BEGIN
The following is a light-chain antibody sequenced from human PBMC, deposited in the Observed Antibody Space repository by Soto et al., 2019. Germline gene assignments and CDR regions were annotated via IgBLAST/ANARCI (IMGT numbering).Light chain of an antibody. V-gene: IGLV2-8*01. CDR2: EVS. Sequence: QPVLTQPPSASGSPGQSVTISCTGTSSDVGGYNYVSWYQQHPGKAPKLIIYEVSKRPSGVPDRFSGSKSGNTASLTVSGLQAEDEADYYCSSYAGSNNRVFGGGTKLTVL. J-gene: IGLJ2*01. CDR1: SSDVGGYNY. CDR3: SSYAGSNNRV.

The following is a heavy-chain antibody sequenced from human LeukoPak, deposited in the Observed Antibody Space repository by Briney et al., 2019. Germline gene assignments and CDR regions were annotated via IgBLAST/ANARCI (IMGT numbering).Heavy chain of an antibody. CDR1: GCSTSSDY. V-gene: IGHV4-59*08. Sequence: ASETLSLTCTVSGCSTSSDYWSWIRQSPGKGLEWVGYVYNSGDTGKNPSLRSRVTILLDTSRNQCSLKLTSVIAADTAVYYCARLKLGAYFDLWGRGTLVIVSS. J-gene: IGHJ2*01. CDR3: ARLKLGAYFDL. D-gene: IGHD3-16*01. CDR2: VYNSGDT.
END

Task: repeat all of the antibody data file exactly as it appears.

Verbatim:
The following is a light-chain antibody sequenced from human PBMC, deposited in the Observed Antibody Space repository by Soto et al., 2019. Germline gene assignments and CDR regions were annotated via IgBLAST/ANARCI (IMGT numbering).Light chain of an antibody. V-gene: IGLV2-8*01. CDR2: EVS. Sequence: QPVLTQPPSASGSPGQSVTISCTGTSSDVGGYNYVSWYQQHPGKAPKLIIYEVSKRPSGVPDRFSGSKSGNTASLTVSGLQAEDEADYYCSSYAGSNNRVFGGGTKLTVL. J-gene: IGLJ2*01. CDR1: SSDVGGYNY. CDR3: SSYAGSNNRV.

The following is a heavy-chain antibody sequenced from human LeukoPak, deposited in the Observed Antibody Space repository by Briney et al., 2019. Germline gene assignments and CDR regions were annotated via IgBLAST/ANARCI (IMGT numbering).Heavy chain of an antibody. CDR1: GCSTSSDY. V-gene: IGHV4-59*08. Sequence: ASETLSLTCTVSGCSTSSDYWSWIRQSPGKGLEWVGYVYNSGDTGKNPSLRSRVTILLDTSRNQCSLKLTSVIAADTAVYYCARLKLGAYFDLWGRGTLVIVSS. J-gene: IGHJ2*01. CDR3: ARLKLGAYFDL. D-gene: IGHD3-16*01. CDR2: VYNSGDT.